Sunday, December 28, 2014

Reading log, 2014

Another year, another list of books.

Far and away the best books in this list are the four making up the series The Book of the New Sun, by Gene Wolfe. It had been a long time since I had read epic fantasy that felt as enormous as worlds are supposed to be, and as weird.

  • Joe Hill
    NOS4A2 (2013)

  • Albert Camus
    The Stranger (1942)

  • T. C. Boyle
    When the Killing's Done (2011)

  • Leo Frankowski
    Cross Time Engineer (1986)

  • Stanislaw Lem
    Solaris (1961)

  • William Poundstone
    Labyrinths of Reason (1988)

  • Walter Alvarez
    T. Rex and the Crater of Doom (1997)

  • Bill Bryson
    A Walk in the Woods (1998)

  • Gene Wolfe
    The Shadow of the Torturer (1980)

  • Gene Wolfe
    The Claw of the Conciliator (1981)

  • Gene Wolfe
    The Sword of the Lictor (1982)

  • Gene Wolfe
    The Citadel of the Autarch (1983)

  • Philip K. Dick
    The Man in the High Castle (1962)

Thursday, April 3, 2014

I2: Abolish the minimum wage

Despite being well paid for their labor, computer programmers compete with minimum-wage workers. So too does anyone who creates a machine that automates or partially automates a task requiring low-skill labor. For example, tractors and combines destroyed what would now otherwise be millions of low-paying, back-breaking jobs on farms, and self-checkout and online retail eliminate low-skill cashier jobs at stores.

Opponents of the minimum wage say that the minimum wage makes low-skill workers artificially expensive, thereby decreasing the number of low-skill jobs. The other way to say this is that the minimum wage makes automation artificially cheap, thereby encouraging businesses to invest in machinery to do our drudgery.

None of the four debaters in the recent Intelligence Squared debate “Abolish the Minimum Wage” addressed this relationship between wage rates and technological innovation. Instead, both sides argued the usual points we’ve all heard elsewhere. According to the for side, the minimum wage distorts markets by increasing prices and destroying jobs. According to the against side, the evidence doesn’t support the for side’s theory of markets, and morally we would be wrong to allow millions of impoverished people to sink further into poverty.

Even ignoring the technological consequences, I agree with the moral argument and believe it’s wrong to allow markets carte blanch to determine people’s material worth. However, many people believe free markets increase prosperity for everyone—eventually—and to such people the moral argument is on their side—i.e., it’s wrong to hinder markets. Economics being the modern world’s religion, neither side can disprove the other, and this stalemate makes the technological argument stronger. Absent winning arguments on either side, let’s at least invent cool new stuff.

Monday, March 24, 2014


Yesterday I saw the new movie Enemy. Despite the American nationality of its star, Jake Gyllenhaal, the movie is foreign—and artsy—and thus has a limited release, which is a shame because this is the best theater experience I’ve had in years.

In Enemy, Gyllenhaal plays a college history professor who rents a movie on DVD and spots his exact lookalike as one of the actors. He obsesses over the coincidence, eventually tracking down and confronting the doppelgänger, and that’s about all the plot you should know before seeing this movie.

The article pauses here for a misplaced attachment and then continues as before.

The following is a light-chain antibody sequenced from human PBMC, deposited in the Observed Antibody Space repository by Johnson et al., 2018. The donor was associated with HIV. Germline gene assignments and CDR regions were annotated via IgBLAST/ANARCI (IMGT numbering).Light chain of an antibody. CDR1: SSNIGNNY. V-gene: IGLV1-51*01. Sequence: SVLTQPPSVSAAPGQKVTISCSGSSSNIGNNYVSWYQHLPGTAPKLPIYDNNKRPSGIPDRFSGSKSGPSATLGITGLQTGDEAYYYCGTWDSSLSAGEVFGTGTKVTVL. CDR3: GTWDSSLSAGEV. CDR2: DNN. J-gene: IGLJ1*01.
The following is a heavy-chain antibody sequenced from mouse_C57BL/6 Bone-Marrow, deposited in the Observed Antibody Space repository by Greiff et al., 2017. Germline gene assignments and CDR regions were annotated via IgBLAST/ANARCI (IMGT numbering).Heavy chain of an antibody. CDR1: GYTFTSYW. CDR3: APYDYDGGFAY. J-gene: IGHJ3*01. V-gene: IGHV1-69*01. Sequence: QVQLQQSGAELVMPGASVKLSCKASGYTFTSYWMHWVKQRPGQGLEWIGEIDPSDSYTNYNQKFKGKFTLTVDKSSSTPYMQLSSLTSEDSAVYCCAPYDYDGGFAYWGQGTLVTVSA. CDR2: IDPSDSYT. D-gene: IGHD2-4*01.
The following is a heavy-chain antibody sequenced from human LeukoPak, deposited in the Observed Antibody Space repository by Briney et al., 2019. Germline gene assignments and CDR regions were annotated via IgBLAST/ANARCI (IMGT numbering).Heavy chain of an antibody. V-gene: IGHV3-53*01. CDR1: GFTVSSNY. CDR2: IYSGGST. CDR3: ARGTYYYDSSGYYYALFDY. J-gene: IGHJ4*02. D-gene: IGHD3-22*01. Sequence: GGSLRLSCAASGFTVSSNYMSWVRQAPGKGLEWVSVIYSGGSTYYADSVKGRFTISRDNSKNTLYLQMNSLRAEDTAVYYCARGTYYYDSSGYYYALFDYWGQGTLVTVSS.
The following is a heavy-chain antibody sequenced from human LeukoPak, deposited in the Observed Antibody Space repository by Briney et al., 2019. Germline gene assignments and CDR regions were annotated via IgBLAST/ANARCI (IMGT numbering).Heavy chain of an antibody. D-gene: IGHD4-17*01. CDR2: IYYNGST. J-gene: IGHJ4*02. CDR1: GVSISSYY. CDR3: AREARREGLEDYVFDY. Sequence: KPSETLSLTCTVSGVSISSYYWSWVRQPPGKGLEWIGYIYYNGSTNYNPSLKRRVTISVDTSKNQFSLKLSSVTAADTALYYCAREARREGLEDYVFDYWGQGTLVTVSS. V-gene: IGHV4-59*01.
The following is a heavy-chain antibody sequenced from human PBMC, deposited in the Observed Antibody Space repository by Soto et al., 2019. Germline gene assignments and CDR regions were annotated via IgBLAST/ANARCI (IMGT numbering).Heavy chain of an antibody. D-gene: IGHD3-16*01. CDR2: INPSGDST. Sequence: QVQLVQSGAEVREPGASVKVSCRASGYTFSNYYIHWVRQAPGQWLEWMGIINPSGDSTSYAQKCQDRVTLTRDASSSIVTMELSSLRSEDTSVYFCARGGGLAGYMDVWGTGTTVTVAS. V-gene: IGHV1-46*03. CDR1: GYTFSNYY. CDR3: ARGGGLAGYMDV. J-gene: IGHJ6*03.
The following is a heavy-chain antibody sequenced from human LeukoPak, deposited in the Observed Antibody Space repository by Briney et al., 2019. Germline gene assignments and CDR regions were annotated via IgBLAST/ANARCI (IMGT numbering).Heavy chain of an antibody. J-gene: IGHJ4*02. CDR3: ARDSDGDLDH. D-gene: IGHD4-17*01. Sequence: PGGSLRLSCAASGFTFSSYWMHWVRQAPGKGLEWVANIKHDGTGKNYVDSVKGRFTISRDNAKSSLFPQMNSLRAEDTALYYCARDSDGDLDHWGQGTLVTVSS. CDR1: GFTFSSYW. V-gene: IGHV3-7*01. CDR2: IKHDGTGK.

Enemy reminds me of David Lynch’s last movie, Mulholland Drive. Its plot centers around a mystery of identity among people and places that are a little shy of normal, and the movie doesn’t rush to reveal answers. Enemy kept me in awe from the beginning till the end credits, despite me being baffled and on edge and creeped out. Writing this short review makes me want to see it again.

Monday, February 3, 2014


Good thing the weather held for the Super Bowl, otherwise we may not have gotten the boring, lopsided game we deserve. Frankly, I can’t believe it’s the year 2014 and we still allow for any possibility of environmental factors at all. Every year, freakishly, less deserving athletes win a game or two because of events beyond the players' control. When will the madness stop?

Instant review was a step in the right direction, holding us over until we have robot referees that never miss a call. But robots alone won’t eliminate all the drama and excitement. I suppose we could employ a staff of physicists at each game to call “redo” on any play the ball takes a bad hop. I also favor nixing home-field advantage by building a stadium on demand exactly halfway between any two competing teams' cities. Logistics are no concern. We’ll dynamite whatever is in the way—mountains, rivers, grandma’s house. Just think of all the demolition and construction jobs we would create! Nevertheless, great though they be, none of these ideas fully solve the fairness problem, which is that the corporeal world is just too darn messy. The ideal solution is to have the Super Bowl and other games decided by DNA analysis.

By using DNA analysis, athletes would no longer play the game. Instead, each team would have all its players' DNA analyzed, and the league would feed the data into a computer simulation that would determine, more accurately than any real world scenario can, who really deserves to win. Weather, bad officiating, and drunken fans would no longer have unjust effect on the results—nor would injuries, illness, or age. This isn’t just better for the fans; it’s a great deal for the players, too. They would no longer have incentive to torture their bodies with drugs and abuse to compete at a high level. Heck, they wouldn’t even need to train or practice. We could test all babies at birth; the ones with the nucleotides to make them the fastest and strongest would automatically be drafted into the pro leagues, where the best of the best would enjoy winning championships for seventy years or so.